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 Table of Contents  
LETTER TO EDITOR
Year : 2020  |  Volume : 4  |  Issue : 1  |  Page : 49-50

Inferior vena cava filter retrieval with rigid endobronchial forceps resulting in redeployment in the superior vena cava


Department of Radiology, Division of Interventional Radiology, University of Alabama at Birmingham, Birmingham, AL, USA

Date of Submission28-Sep-2019
Date of Acceptance13-Nov-2019
Date of Web Publication12-Dec-2019

Correspondence Address:
Andrew John Gunn
Department of Radiology, Division of Interventional Radiology, University of Alabama at Birmingham, 619 19th St S, NHB 623, Birmingham 35249, AL
USA
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Source of Support: None, Conflict of Interest: None


DOI: 10.4103/AJIR.AJIR_23_19

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How to cite this article:
Cazano E, Gunn AJ. Inferior vena cava filter retrieval with rigid endobronchial forceps resulting in redeployment in the superior vena cava. Arab J Intervent Radiol 2020;4:49-50

How to cite this URL:
Cazano E, Gunn AJ. Inferior vena cava filter retrieval with rigid endobronchial forceps resulting in redeployment in the superior vena cava. Arab J Intervent Radiol [serial online] 2020 [cited 2020 Jul 14];4:49-50. Available from: http://www.arabjir.com/text.asp?2020/4/1/49/272814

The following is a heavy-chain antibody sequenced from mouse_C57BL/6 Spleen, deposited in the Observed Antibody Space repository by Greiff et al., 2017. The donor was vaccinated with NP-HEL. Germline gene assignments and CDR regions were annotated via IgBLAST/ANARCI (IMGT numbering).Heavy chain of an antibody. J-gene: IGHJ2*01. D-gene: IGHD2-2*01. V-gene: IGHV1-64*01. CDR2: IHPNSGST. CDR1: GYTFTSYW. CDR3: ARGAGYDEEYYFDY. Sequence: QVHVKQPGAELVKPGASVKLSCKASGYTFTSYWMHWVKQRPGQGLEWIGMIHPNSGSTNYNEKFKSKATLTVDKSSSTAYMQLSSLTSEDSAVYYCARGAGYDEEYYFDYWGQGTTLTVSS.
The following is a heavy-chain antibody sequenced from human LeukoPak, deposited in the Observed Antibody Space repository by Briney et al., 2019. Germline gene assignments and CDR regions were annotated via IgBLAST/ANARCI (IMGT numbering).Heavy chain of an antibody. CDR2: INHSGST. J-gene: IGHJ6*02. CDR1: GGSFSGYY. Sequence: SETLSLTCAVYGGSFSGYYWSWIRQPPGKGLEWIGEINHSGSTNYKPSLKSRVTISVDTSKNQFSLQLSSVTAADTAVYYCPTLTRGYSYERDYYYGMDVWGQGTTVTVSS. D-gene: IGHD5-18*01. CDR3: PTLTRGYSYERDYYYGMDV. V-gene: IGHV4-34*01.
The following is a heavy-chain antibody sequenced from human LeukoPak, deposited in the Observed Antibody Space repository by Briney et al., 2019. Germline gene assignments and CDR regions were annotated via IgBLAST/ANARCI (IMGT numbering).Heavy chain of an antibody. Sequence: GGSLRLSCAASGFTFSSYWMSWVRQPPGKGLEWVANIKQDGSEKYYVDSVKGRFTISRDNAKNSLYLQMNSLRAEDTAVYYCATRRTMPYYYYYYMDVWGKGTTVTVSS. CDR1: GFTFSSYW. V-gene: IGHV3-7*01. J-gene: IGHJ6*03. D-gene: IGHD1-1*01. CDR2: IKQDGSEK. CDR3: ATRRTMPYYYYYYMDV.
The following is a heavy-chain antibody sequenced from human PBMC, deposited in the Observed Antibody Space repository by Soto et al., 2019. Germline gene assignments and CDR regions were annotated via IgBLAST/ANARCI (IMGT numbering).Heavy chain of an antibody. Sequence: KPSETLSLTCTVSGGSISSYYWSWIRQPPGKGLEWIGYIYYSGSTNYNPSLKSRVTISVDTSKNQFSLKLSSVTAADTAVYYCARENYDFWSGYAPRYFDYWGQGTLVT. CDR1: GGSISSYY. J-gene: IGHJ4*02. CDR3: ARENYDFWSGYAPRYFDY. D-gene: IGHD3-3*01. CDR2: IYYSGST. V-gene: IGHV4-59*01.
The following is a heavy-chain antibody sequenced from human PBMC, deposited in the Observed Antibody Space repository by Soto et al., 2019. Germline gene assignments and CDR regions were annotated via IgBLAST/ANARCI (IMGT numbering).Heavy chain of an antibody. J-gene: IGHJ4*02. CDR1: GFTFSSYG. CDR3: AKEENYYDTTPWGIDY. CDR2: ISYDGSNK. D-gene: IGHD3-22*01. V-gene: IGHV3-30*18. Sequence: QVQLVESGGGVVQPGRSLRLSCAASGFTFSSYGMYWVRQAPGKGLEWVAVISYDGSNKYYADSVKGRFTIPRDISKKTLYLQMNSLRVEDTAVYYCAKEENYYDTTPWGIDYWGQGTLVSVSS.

A patient presented to our practice for inferior vena cava filter (IVCF) retrieval approximately 9 months after placement of a Bard Denali ® (Tempe, AZ, USA) filter because the patient was able to resume oral anticoagulant therapy. The IVCF was properly placed in an infrarenal location without complication. Although endobronchial forceps (#4162; Lymol Medical, Woburn, MA, USA) is not a standard first-line approach, we practice at a teaching institution and thus proceeded with forceps-assisted retrieval for educational purposes.[1],[2] The filter was grasped at what was thought to be the neck and over-sheathed with an 18F sheath (Performer™; Cook Medical) [Figure 1]. It is not typical practice at our institution to use fluoroscopy to visualize the filter once it is over-sheathed and above the diaphragm. As the filter was being removed through the sheath, the filter snapped and only a single tine was removed. Fluoroscopy demonstrated that the filter was no longer within the sheath but had redeployed in the superior vena cava (SVC) [Figure 2]. A laceration was noted along the vascular sheath [Figure 3]. Subsequently, a wire was reintroduced through the sheath and into the inferior vena cava (IVC). A new sheath (Performer™) was placed with its tip above the filter. We attempted to grasp the hook of the filter using a 20-mm Amplatz Goose Neck snare (Medtronic; Minneapolis, MN, USA); however, the hook of the filter was tilted into the left brachiocephalic vein, abutting its superior wall. To reposition the hook back in line with the vascular sheath, we employed the wire-loop snare technique,[3] which tilted the filter back in line with the vascular sheath but did not allow us to over-sheath the filter. Thus, the rigid endobronchial forceps was reinserted through the sheath, adjacent to the wire loop snare, and used to grasp the hook of the filter [Figure 4]. The filter was then removed through the sheath in its entirety. Venography of the IVC and SVC [Figure 5] demonstrated no evidence of immediate complication, and spot radiographs did not show residual filter fragments. The patient tolerated the procedure well and was discharged home the same day.